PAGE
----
The retail sector had an extremely bad festive season. Picture: Supplied
The retail sector had an extremely bad festive season. Picture: Supplied

Sign that spells doom for Aussie retailers

The numbers on Christmas spending from the Australian Bureau of Statistics are more No, No, No than Ho, Ho, Ho.

Let's get a handle on just how bad Christmas was. First we look at seasonally adjusted numbers, as usual. They fell. The worst result since the Christmas of the global financial crisis.

December growth hasn't been so bad since the global financial crisis. Picture: Supplied
December growth hasn't been so bad since the global financial crisis. Picture: Supplied

Seasonal adjustment is a complex thing, however. The Australian Bureau of Statistics tries to smooth out the changes month to month to allow us to compare. Sometimes that smoothing can introduce wrinkles.

It is helpful to look at the original data from before they did the seasonal adjustment. You might be surprised at just how much more money we usually spend in December than in the other months of the year.

Raw sales were up slightly but nowhere near enough. Picture: Supplied
Raw sales were up slightly but nowhere near enough. Picture: Supplied

What this shows is that December retail spending was bigger than November and also slightly higher than December last year. Please don't get the impression the shops were literally empty during December. There was still Christmas shopping. Just not as much as we expected.

The point is that, traditionally, after a healthy November of spending, you'd see a big increase in December too. In 2019 there wasn't, partly because the healthy November came at the expense of December - people shopped earlier last year.

But it wasn't just the new popularity of November's online sales that made December weak. It was also smoke. According to the ABS, the smoke that choked NSW in December meant a big fall in spending on fun. "Specifically, food retailing and cafes, restaurants and takeaway food services were negatively impacted," ABS director Ben James said.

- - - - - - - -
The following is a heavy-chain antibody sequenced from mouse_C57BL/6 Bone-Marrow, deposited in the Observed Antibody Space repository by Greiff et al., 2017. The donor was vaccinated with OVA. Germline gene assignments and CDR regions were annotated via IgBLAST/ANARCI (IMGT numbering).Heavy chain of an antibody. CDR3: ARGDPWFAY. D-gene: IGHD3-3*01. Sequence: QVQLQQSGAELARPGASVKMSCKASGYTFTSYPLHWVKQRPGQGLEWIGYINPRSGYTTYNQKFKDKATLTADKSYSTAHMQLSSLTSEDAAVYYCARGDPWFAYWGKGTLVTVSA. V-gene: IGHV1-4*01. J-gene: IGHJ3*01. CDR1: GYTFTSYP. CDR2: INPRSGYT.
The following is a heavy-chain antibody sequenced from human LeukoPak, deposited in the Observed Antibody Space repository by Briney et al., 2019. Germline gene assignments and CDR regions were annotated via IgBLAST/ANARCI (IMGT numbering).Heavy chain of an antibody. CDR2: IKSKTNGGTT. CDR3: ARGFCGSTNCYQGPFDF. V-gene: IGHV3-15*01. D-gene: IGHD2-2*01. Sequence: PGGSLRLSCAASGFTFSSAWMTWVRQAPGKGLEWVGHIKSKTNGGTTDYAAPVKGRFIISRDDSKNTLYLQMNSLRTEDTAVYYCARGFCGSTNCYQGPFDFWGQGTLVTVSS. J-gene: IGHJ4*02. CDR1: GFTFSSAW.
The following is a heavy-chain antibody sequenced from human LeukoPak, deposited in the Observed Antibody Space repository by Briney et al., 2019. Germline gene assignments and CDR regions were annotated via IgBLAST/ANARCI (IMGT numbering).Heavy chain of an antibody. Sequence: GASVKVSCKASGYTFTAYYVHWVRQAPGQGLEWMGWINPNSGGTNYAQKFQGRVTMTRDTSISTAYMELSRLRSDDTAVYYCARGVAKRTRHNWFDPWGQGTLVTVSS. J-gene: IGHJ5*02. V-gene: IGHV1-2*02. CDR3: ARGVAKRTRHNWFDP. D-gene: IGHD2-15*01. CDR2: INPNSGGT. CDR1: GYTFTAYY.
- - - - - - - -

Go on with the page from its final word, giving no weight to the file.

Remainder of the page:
Retailers would have hoped that the difference between spending in December 2018 and December 2019 would be more than a measly 2.4 per cent. Given inflation and population growth, that's actually going backwards.

So the seasonal adjustment reveals a deeper truth. December was bad in context. Retailers who were expecting a big December to take them through the lean times in January and February must have been deeply disappointed.

Jeanswest announced it was closing last month. Picture: Supplied
Jeanswest announced it was closing last month. Picture: Supplied

No wonder retailers have been ringing the insolvency specialists. We already know about Bardot, Jeanswest and Harris Scarfe, but there must be more right on the edge of disaster, desperate to find out if this year will be good enough to let them survive a little longer.

LOOKING FORWARD

So, can we expect sales to have grown well in January?

Ooof. Obviously not. The smoke that choked Sydney in December spread. Victoria and the ACT also spent much of January breathing through masks. Adelaide had fires and smoke. Basically, the whole east coast was an inferno. And that's on top of the recent phenomenon of January sales being weak. Boxing Day sales just aren't the drawcard they once were.

Bardot is one of the latest victims of the retail bloodbath. Picture: AAP image, John Gass
Bardot is one of the latest victims of the retail bloodbath. Picture: AAP image, John Gass

Then we get to February, and the tourist dollars that would usually be flowing in are instead drying up as panic about coronavirus spreads.

It's been a perfect storm of bad news for retailers, who might have dared to hope for a good year on top of everything they've endured recently.

The slump in retail concerns all of us. Consumer spending makes up more than half the economy, and if it goes into a tailspin, that flows outwards to the rest of us. Job losses become more likely, pay rises become more unlikely.

What can we find as a circuit breaker? The RBA is not acting for now, but the Budget is coming up, and we can hope there will be some relief in store, something that lifts incomes and reinstates enough confidence to get Aussies spending at the shops again.

Jason Murphy is an economist | @jasemurphy. He is the author of the new book Incentivology.



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